Gordo: The pandemic presents both a health and an economic crisis and the two are interwoven. We have to operate local businesses in a way that’s safe and allows residents to move in and about the city in a manner that is safe. That’s going to take us working together with residents and businesses alike.

The city’s health department has a responsibility to ensure that the protocols that we put in place offer clear and direct guidance to residents, business owners and employees.

Relating to the economic downfall, how do you plan to increase the number of affordable homes in the city?

Tornek: I’ve been in a dialogue with various housing groups and churches, particularly in northwest Pasadena, for months and months, talking about how we could adjust our land-use regulations to make it more plausible for them to build affordable housing on their sites.

It’s such a complicated issue and because there’s the usual tension between the desire to get housing built, but not in a way that has an adverse impact on surrounding neighborhoods.

That’s why I’ve been meeting with them. I’ve been doing walking tours of specific church properties to see if they’d be appropriate and how the regulations might be adjusted. I think that’s a great opportunity.

The motel conversion ordinance, although it got off to a rocky start, is a positive approach

The county used it for its operation room key on a temporary basis but I think there’s an opportunity to use that on a permanent basis. When I was on the board of a housing nonprofit, we did a project like that in Huntington Park. That’s why I brought the idea to Pasadena because I saw it work and I saw how successful it was in that community, turning a bedraggled and sort of crime-ridden motel into a permanent supportive housing development.

Gordo: I’m proud of my record on affordable housing in Pasadena. It’s a record of getting things done. In my district, we created the most affordable housing of any district in the city. We’ve done it creatively, replacing liquor stores with beautiful, affordable housing for families and seniors. We’ve done that a few times.

We’ve replaced burned-out department buildings doing the same thing. We can be creative in this time of limited resources by looking at properties that are in desperate need of reinvestment, rundown or a nuisance to the neighborhood. We should work with the city staff and nonprofits to reinvigorate those properties with affordable housing.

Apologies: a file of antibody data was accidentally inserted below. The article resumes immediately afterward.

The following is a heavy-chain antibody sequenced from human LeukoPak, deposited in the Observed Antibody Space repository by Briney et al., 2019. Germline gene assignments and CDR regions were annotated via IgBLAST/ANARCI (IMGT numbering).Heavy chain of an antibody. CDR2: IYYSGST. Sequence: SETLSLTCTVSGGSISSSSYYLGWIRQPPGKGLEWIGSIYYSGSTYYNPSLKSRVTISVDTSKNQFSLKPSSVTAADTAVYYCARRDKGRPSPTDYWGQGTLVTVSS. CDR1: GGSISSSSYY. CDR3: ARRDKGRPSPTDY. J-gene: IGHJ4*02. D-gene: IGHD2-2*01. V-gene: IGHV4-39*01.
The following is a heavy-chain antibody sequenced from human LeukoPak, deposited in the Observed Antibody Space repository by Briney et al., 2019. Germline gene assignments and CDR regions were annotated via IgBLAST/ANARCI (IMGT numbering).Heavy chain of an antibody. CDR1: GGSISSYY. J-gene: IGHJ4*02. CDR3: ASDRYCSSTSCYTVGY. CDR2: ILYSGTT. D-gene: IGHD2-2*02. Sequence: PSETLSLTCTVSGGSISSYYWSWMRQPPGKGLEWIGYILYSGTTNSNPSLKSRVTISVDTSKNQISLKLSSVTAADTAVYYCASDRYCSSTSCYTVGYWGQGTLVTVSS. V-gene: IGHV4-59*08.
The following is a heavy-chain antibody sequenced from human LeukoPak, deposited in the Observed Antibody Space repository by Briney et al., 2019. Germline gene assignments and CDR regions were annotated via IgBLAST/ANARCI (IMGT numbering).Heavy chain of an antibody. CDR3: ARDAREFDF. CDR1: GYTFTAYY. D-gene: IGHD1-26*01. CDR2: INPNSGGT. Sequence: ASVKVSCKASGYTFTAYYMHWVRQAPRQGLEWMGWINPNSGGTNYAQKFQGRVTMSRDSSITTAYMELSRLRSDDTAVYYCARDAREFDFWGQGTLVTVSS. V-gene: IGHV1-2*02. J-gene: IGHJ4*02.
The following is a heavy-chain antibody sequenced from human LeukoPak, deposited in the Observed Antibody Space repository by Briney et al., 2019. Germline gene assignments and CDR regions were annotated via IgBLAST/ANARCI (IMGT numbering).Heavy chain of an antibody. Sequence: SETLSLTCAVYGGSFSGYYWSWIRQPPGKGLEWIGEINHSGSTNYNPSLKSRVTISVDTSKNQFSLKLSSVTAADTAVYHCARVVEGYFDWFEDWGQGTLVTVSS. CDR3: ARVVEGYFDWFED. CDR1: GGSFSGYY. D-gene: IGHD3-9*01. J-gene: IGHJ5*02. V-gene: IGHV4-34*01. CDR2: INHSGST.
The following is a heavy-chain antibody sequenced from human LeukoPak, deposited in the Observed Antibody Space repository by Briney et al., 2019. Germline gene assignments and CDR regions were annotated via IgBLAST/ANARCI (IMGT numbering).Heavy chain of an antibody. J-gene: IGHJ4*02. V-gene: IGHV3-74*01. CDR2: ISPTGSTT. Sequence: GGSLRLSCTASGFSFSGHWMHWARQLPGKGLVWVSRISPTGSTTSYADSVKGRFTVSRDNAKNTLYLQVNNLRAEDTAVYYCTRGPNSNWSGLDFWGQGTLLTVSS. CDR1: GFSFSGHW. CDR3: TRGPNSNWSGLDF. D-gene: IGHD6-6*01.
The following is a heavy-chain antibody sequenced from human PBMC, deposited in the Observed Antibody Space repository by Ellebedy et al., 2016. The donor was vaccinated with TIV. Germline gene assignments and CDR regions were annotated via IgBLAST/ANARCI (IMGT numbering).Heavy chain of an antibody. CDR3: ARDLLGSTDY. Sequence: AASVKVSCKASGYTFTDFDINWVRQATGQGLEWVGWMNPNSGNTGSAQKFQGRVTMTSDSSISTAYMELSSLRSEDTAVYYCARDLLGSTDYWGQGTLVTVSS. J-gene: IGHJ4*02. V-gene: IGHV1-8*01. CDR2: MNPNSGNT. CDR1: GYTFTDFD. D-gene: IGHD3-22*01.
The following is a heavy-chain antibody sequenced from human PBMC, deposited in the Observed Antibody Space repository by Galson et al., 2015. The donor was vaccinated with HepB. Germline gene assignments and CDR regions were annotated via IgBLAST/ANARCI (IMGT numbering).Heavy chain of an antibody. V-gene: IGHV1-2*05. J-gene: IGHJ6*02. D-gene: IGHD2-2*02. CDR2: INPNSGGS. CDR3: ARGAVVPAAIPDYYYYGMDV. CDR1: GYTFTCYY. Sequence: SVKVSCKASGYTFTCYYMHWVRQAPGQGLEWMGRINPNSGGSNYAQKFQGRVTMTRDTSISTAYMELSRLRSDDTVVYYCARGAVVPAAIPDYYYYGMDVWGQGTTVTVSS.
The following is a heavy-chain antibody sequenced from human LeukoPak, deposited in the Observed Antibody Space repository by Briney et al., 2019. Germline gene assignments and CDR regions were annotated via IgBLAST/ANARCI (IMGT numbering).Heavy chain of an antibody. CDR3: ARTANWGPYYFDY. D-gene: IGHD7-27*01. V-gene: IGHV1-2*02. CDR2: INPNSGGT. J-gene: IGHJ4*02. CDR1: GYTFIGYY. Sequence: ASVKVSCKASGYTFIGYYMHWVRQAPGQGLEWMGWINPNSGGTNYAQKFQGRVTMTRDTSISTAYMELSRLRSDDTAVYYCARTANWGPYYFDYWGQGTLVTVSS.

We should also continue the work of the Inclusionary Housing Ordinance, which I’m proud to champion in 2006, three years before my opponent joined the city council. We should strengthen that ordinance and stay true to the ordinance’s intent. We should demand developers build affordable housing on-site as development occurs naturally throughout the city.

With the passing of the police oversight commission and independent auditor, how do you plan to improve the relationship between the Pasadena Police Department and residents?

Tornek: I’m proud of the way that the council responded to what was a widespread desire to see some improvement in that area. We still haven’t finished the job. We still need to maintain the sense of urgency. We need to create the format for selecting the members of the commission.

I’m going to keep pushing to make this a reality. We passed the ordinance, but that’s not the end, that’s the very beginning.

The whole objective is to build bridges between the community and the police department and give the community, particularly those segments of the community, that don’t feel they are necessarily being treated fairly. It’s meant to give them the sense that they’re being heard, that they have a voice in terms of how the police department functions.

Then there’s a whole question about what’s been called the reimagining of the police department. And that is to say, are there certain functions that the police department is currently performing with uniformed officers that might be better performed by other trained professionals? That’s a complicated matter and it deserves close attention.